https://www.google.ca/search?q=musli...&client=safari (external - login to view)

https://www.google.ca/search?q=buddhist+population (external - login to view)
 
WLDB
No Party Affiliation
+2
#21
Quote: Originally Posted by taxslaveView Post

Giving a little power to a religious wacko is a dangerous deed. That people voted this loonytunes into office is scary.

Thats why I'm glad we don't elect judges. Politicizing those positions can be extremely dangerous.

Quote: Originally Posted by BlackleafView Post

I doubt there was a thriving Islamic or Buddhist community in 18th Century America.

18th century America no longer exists. 21st century America is what matters now.
 
Twila
+1
#22
Quote: Originally Posted by mentalflossView Post

Has it ever been about extending rights and freedoms?

It is about controlling the masses by a select few. Always has been, always will be.
 
Serryah
Free Thinker
+3
#23
Quote: Originally Posted by BlackleafView Post

So when Islam spread, a lot of people had that religion shoved up their arses.

As opposed to Christianity being "shoved up the arses" of the pagans, including those in early Britain...

History, Blackleaf; learn some and preferably not the biased, romanticized BS of the church.
 
Cliffy
Free Thinker
+1
#24
An old native guy once said to me, White men should go back to their own religion."
I said, "Which religion is that?"
He said, "Christianity."
I said Christianity is a brown man's religion. White man's religion is the old Celtic religion, which is very similar to the aboriginal peoples religion."
He had no comeback.
 
Spade
Free Thinker
#25
Christianity is an olive religion. Thor, Woden, Tiw and so on, are redheads and freckled.

I see no one thinks their Gawd can turn lead into gold. All their gawds reached Nirvana, I guess.
 
damngrumpy
No Party Affiliation
+1
#26
The only reason the Muslims came to America was to put up a Mosque at
ground zero
 
Spade
Free Thinker
#27
Quote: Originally Posted by damngrumpyView Post

The only reason the Muslims came to America was to put up a Mosque at
ground zero

And the only reasons the Boodists came was to build our railroads, do our laundry, and run restaurants ; those bastards! If we were prepared to pay living wages we would have done these jobs ourselves. We should have sent them all home after we were clean, fed, and travelling first class.

Yellow, brownish, and black Gawds are the worst. We got rid of the red Gawds in residential schools, so no worries there.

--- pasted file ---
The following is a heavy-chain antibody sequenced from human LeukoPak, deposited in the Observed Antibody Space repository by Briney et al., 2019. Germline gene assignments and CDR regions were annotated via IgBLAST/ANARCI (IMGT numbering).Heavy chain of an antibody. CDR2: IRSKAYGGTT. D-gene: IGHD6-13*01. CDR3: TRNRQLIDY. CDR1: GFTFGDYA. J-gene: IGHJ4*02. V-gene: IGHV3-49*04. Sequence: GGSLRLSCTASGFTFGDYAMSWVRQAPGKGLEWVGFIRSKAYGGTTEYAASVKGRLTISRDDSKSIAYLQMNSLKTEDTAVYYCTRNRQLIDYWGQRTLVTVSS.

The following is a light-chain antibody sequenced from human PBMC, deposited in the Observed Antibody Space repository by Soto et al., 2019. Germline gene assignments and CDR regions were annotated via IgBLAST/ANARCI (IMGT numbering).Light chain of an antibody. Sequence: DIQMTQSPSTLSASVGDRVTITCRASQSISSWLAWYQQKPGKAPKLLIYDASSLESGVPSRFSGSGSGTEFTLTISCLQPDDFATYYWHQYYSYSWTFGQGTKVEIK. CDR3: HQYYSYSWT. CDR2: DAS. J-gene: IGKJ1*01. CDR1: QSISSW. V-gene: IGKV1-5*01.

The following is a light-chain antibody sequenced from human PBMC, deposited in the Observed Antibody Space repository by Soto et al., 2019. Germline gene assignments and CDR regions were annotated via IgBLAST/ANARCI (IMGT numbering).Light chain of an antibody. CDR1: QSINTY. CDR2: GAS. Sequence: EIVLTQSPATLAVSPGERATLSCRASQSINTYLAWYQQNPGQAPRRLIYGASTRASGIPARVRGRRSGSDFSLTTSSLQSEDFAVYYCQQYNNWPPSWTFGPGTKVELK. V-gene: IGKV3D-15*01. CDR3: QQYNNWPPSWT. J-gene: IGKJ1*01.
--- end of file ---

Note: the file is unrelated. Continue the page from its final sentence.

Tecumsehsbones
#28
Quote: Originally Posted by CliffyView Post

An old native guy once said to me, White men should go back to their own religion."
I said, "Which religion is that?"
He said, "Christianity."
I said Christianity is a brown man's religion. White man's religion is the old Celtic religion, which is very similar to the aboriginal peoples religion."
He had no comeback.

He was probably too busy backing away slowly from yet another crazy-a$$ Shemanese. We learned a long time a go that when y'all start saying stupid, obviously counter-factual things, it goes downhill really fast.
 
Blackleaf
#29
Quote: Originally Posted by taxslaveView Post

roflmfao


It's time for me to start using my favourite phrase: Point out what it was that I said that was wrong.

Quote: Originally Posted by TecumsehsbonesView Post

The First Amendment says nothing at all about Christianity. It forbids establishment of religion and protects free exercise.

Buddha didn't create America, Christians did. The First Amendment applies to Christianity, not to Buddha and Mohammed. When the First Amendment was drawn up, Buddhism and Islam were not on its creator's minds. Only Christianity was.


Quote:

We put that in specifically to differentiate the United States from the tyranny and oppression of the Church of England.

Yeah, of course you did. Still, half of all Yanks remain gloriously Protestant anyway, free from the shackles of Popish tyranny.

Quote:

I say this by way of explanation. Your opinion on the U.S. Constitution ain't worth a plugged nickel.

I'm one of the few people on here talking any sense rather than talking complete and utter PC pigswill.

Quote: Originally Posted by CliffyView Post

Every aboriginal culture in the world has a creator gawd

And their "creator gods" don't exist. Only the Christian god exists. There is only ONE god. The Christian god. There is no Quetzalcoatl, or Thor, or a Hindu elephant god. There is only the Christian god.

Quote:

And, yes, Allah is a creator gawd.

Only if "Allah" is the only god that actually exists - the Christian God - and not some separate fictional entity.

Quote: Originally Posted by CliffyView Post

An old native guy once said to me, White men should go back to their own religion."
I said, "Which religion is that?"
He said, "Christianity."
I said Christianity is a brown man's religion. White man's religion is the old Celtic religion, which is very similar to the aboriginal peoples religion."
He had no comeback.

He probably went down the pub telling his mates all about this weirdo that he met who thinks Christianity is "a brown man's religion" and having a right good laugh.
 
captain morgan
Bloc Québécois
#30
Quote: Originally Posted by SpadeView Post

I see no one thinks their Gawd can turn lead into gold. All their gawds reached Nirvana, I guess.

My Dearest Spade,

Lead is turned into gold on a daily basis through the miracle of opposable thumbs.... A lead pipe or tire iron across the glass of a display case is the solution you seek.

... So, where does that leave us with your grand suggestion?